With stay-at-home orders lifting and daycares and schools around the U.S. beginning to reopen, here's how to ease your child's anxiety and help them transition back to a pre-pandemic schedule after being at home with you 24/7.

By Melissa Mills
June 17, 2020
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From the moment he wakes up at 6:30 a.m. until I put him back in his crib for a nap and then bedtime around 7:30 p.m., my toddler is either with me or my husband. We're together while he plays, while we eat, while I'm working, as we go on the hundredth walk around the block, and, yes, he even follows me into the bathroom. Sound familiar?

During the coronavirus pandemic and lockdown, more than 2 million people were diagnosed with COVID-19 and families across the U.S. bunkered down, taking on distance learning, working from home, and surviving life together—under one roof—around the clock. Now that parts of the country are reopening, how do we prepare to send our kids back out into the world and get them used to being away from their parents again—possibly for the first time in months?

"Children [have] become accustomed to seeing their parents more and knowing they are home," says Rebecca Rialon Berry, Ph.D., a licensed psychologist at the Child Study Center at Hassenfeld Children's Hospital at NYU Langone Health who has noticed separation anxiety behaviors actually reducing in a number of her clients who are home since the quarantine began. "The increased level of attention and time given by parents working from home feels really good; this has become their new norm, establishing an expectation that this is how things will be all the time. Defying these expectations in too abrupt manner can be jolting for many kids, as parent attention is the most reinforcing 'currency' for children."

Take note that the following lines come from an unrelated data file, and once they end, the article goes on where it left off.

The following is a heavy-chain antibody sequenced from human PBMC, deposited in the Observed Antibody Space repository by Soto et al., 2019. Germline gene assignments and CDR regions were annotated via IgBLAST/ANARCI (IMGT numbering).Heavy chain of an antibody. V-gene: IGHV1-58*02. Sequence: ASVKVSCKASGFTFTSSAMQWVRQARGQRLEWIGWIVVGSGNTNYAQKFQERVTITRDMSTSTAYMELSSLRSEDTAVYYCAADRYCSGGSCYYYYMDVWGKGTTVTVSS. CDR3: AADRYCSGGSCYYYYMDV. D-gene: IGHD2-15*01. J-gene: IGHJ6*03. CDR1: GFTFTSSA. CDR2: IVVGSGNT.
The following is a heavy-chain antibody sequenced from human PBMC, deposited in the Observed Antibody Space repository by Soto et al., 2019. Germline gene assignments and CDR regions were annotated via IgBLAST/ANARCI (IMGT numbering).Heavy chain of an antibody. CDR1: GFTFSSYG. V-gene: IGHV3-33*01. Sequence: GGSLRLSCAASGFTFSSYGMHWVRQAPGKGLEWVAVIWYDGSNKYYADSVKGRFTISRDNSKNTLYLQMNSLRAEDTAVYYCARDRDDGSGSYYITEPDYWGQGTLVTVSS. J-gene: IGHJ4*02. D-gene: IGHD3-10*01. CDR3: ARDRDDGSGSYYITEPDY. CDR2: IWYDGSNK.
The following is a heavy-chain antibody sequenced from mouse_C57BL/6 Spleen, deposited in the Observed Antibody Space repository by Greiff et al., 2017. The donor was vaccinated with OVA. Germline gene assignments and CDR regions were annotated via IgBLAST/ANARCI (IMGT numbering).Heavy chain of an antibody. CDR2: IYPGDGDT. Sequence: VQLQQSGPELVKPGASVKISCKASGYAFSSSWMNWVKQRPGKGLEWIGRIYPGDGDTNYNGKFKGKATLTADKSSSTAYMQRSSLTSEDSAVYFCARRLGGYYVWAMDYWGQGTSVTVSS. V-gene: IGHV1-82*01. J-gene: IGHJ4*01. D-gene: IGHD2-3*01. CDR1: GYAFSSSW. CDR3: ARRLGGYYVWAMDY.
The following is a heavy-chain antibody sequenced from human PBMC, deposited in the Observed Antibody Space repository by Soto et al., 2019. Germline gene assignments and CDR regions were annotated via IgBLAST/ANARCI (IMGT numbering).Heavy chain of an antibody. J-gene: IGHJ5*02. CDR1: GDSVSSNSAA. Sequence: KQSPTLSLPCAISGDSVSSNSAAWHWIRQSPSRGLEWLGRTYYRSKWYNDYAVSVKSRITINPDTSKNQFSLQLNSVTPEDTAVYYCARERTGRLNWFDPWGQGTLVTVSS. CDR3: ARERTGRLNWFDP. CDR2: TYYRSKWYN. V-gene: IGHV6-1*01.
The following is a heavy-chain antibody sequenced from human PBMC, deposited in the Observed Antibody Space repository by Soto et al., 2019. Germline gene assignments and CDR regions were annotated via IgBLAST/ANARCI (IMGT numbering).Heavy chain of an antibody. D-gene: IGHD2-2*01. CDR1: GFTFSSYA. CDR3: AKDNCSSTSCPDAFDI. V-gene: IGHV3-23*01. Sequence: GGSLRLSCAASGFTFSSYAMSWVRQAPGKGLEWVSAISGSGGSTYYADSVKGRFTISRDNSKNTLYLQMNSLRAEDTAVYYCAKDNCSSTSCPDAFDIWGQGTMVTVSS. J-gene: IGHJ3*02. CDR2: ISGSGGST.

For kids who have a harder time responding to change, and especially for younger kids—typically between 18 months and 3 years old—who are more prone to separation anxiety, Dr. Berry says that "the fear-inducing trigger of separation may be especially tough. Children with separation anxiety may be more likely to avoid going to school and may refuse to go back."